Wednesday, July 16, 2008

The Candidates and the Fourth Amendment

This is the fourth post in an ongoing series regarding the major Presidential candidates and their views on civil liberties.

This post is about Senator John McCain's (R-AZ) and Senator Barack Obama's (D-IL) views pertaining to the Fourth Amendment of the Bill of Rights. There's a bit more to speak about regarding this than the Third, especially in light of recent FISA (Foreign Intelligence Surveillance Act) activities.

Let's go straight to the text:

The right of the people to be secure in their persons, houses, papers, and effects, against unreasonable searches and seizures, shall not be violated, and no Warrants shall issue, but upon probable cause, supported by Oath or affirmation, and particularly describing the place to be searched, and the persons or things to be seized.

For Barack Obama, we should get straight to the 2008 amendments to FISA.

FISA is a broad extension of the powers of the government to perform searches.

According to the Wikipedia article linked above, the act:

  • Prohibits the individual states from investigating, sanctioning of, or requiring disclosure by complicit telecoms or other persons.
  • Permits the government not to keep records of searches, and destroy existing records (it requires them to only keep the records for a period of 10 years).
  • Protects telecommunications companies from lawsuits for "'past or future cooperation' with federal law enforcement authorities and will assist the intelligence community in determining the plans of terrorists."
  • Removes requirements for detailed descriptions of the nature of information or property targeted by the surveillance.
  • Increased the time allowed for warrantless surveillance to continue from 48 hours to 7 days.
  • Requires FISA court permission to wiretap Americans who are overseas.
  • Prohibits targeting a foreigner to eavesdrop on an American's calls or e-mails without court approval.
  • Allows the FISA court 30 days to review existing but expiring surveillance orders before renewing them.
  • Allows eavesdropping in emergencies without court approval, provided the government files required papers within a week.
  • Prohibits the government from invoking war powers or other authorities to supersede surveillance rules in the future.

The amendment in bold has caused an uproar from Obama supporters, since he had originally promised to filibuster any bill which contained such an amendment, but instead not only voted for the bill, but also vote for cloture.

Frankly, the whole bill is most likely a loss from a Libertarians point-of-view.

Glassbooth.org has a mixed review of Mr. Obama:

"Supporters of this Conference Report have argued that we should just hold our noses and support the legislation, because it's not going to get any better. That does not convince me that I should support this report. I believe we owe it to the nation to do whatever we can to make this legislation better. We don't have to settle for a PATRIOT Act that sacrifices our liberties or our safety - we can have one that secures both." - Barack Obama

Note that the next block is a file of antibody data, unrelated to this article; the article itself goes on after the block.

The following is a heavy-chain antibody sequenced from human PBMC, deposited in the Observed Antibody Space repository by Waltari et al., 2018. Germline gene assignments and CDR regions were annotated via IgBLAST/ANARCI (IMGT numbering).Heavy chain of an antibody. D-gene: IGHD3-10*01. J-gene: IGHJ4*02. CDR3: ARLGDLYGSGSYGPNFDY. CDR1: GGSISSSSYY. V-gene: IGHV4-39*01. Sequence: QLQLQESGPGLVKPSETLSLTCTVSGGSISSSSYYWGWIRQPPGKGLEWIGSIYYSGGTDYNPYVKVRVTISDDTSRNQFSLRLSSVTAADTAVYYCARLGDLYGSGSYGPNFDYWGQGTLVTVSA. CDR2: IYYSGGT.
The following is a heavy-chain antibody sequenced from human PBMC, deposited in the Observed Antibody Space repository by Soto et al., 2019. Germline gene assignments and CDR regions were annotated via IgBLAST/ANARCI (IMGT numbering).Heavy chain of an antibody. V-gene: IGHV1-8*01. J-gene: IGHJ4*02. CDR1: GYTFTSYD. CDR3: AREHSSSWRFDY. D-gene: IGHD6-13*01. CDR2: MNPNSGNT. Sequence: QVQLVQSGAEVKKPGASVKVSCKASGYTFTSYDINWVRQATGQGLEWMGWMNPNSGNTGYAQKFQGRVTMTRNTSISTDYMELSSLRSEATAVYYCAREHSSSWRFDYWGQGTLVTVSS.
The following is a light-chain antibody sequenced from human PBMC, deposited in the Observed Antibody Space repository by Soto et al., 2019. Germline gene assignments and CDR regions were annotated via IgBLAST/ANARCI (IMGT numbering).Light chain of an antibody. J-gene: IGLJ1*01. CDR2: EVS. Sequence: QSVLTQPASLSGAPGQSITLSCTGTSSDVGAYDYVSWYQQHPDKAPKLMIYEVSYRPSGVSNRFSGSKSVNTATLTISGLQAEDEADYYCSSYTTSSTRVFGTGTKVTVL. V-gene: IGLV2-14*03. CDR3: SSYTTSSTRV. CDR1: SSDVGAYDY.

Then he voted yes to reauthorize it, but voted no on extending the wiretap provision. He co-sponsored the SAFE Act, which put limits on PATRIOT.

"Let me be clear: this compromise is not as good as the Senate version of the bill, nor is it as good as the SAFE Act that I have cosponsored. I suspect the vast majority of my colleagues on both sides of the aisle feel the same way. But, it's still better than what the House originally proposed. This compromise does modestly improve the PATRIOT Act by strengthening civil liberties protections without sacrificing the tools that law enforcement needs to keep us safe."

Glassbooth says he's neutral on giving the federal government more domestic surveillance power, but I'd say they're being generous. His only no vote in that area is in the PATRIOT Act's wiretap provision and his statement should not be encouraging to defenders of the Fourth Amendment:

"We should strengthen and improve intelligence capabilities. We must reform our domestic intelligence capabilities in a manner that balances the risks of impeding on the civil liberties of our citizens and increase international cooperation on all fronts. We should also give the Director of Intelligence the authority he or she needs over budget and personnel to be effective and accountable."

Q: Does the president have inherent powers under the Constitution to conduct surveillance for national security purposes without judicial warrants, regardless of federal statutes? A: The Supreme Court has never held that the president has such powers. As president, I will follow existing law, and when it comes to U.S. citizens and residents, I will only authorize surveillance for national security purposes consistent with FISA and other federal statutes."

He voted yes on extending the right of habeas corpus to Guantanamo detainees.

So, where do we find John McCain on these issues?

Not a whole lot different from Mr. Obama.